So in Hebrews 11, it says, “By faith, Abraham obeyed when he was called to go out to the place which he would receive as an inheritance.” See, God had apportioned an inheritance to Abraham, but Abraham couldn’t get there in the natural. He couldn’t see how to get there. So he had cultivated a life in God to be able to hear his voice, hear what the instructions were step-by-step to begin to move his life in the direction of the promise. And so that’s one of the ways that we have to take that model and begin to apportion and redistribute the priorities in our life to make it a priority to be able to hear God’s voice and to move at the sound of his voice. It says he went out not knowing where he was going. Unfortunately, God doesn’t give us just a complete end-to-end pathway. He stands at the beginning, He sees the end, but unfortunately, we don’t. And so we have to know that He is for us and He’s leading us down quiet pathways near streams of living water.
“By faith, Abraham dwelt in the land of promise as in a foreign country.” He knew that he wasn’t permanently where he was; he was a sojourner on his way. “Dwelling in tents with Isaac and Jacob, the heirs with him of the same promise; for he waited for the city which has foundations, a city whose builder and maker is God. And by faith Sarah, his wife, herself also received strength to conceive seed.” She received divine strength from Heaven to conceive something holy, the seed of faith, and then bear a child even though in the natural she was past the child-bearing age, because she judged Him faithful who had promised. Sarah’s initial reaction was doubt, unbelief, but that unbelief actually led to faith. In fact, in Genesis 18, it says, “The Lord said to Abraham, ‘Why did Sarah laugh and say, “Will I really have a child now that I’m so old?”’” And the Lord’s reply was, “Is anything too hard for the Lord? I will return to you at the appointed time next year, and Sarah will have a son.” That’s the question: is anything too hard for God? I believe that the Lord wants to confront our crises of faith and give us hope by demonstrating His faithfulness and His power to us in this age.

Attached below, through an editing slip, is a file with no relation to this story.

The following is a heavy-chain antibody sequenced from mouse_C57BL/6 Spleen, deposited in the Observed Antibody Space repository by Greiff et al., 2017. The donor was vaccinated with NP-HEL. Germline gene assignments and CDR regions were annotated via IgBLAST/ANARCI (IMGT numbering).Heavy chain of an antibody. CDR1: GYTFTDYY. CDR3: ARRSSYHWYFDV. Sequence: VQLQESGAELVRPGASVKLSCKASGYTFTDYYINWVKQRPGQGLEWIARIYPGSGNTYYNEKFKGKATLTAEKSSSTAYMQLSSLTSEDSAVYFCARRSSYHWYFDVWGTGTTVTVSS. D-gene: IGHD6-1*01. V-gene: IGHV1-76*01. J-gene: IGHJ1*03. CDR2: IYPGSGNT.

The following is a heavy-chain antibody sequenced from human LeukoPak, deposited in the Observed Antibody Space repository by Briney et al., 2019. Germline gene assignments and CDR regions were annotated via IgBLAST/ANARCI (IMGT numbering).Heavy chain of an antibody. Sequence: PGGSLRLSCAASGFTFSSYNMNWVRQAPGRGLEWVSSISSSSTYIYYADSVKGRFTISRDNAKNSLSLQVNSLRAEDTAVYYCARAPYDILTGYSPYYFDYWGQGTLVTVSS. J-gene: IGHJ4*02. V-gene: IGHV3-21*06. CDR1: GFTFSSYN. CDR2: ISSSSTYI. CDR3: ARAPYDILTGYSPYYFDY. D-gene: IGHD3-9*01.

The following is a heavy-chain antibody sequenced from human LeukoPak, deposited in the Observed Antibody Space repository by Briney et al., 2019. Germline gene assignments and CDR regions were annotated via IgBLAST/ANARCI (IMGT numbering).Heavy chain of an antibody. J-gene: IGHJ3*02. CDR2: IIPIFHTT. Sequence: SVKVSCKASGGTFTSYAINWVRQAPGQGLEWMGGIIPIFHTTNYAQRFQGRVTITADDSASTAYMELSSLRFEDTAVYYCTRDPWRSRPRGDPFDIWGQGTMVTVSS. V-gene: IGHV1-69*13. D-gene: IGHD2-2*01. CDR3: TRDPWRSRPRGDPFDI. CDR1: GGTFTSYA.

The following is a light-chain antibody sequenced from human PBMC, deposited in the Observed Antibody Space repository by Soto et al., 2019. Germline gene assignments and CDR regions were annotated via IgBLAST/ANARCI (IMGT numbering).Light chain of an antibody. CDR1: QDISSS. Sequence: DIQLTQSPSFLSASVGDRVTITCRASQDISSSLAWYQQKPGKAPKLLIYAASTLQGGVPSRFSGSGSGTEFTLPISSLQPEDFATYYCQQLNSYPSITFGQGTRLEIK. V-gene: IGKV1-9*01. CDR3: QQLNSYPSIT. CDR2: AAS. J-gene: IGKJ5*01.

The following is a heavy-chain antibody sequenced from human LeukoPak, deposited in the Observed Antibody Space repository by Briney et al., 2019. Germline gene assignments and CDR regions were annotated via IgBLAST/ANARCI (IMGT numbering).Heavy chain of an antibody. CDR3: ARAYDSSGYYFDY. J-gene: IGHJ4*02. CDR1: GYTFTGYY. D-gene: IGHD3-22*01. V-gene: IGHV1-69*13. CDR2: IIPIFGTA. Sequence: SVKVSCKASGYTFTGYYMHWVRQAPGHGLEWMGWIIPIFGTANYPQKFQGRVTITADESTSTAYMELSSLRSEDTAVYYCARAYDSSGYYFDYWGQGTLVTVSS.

The second thing that I want us to think about is the reality that God has given us an inheritance. He deeply desires to dwell with us and to habitate among us. He’s with you, and He desires to enlarge the tent of His dwelling through you as part of the eternal plan of redemption.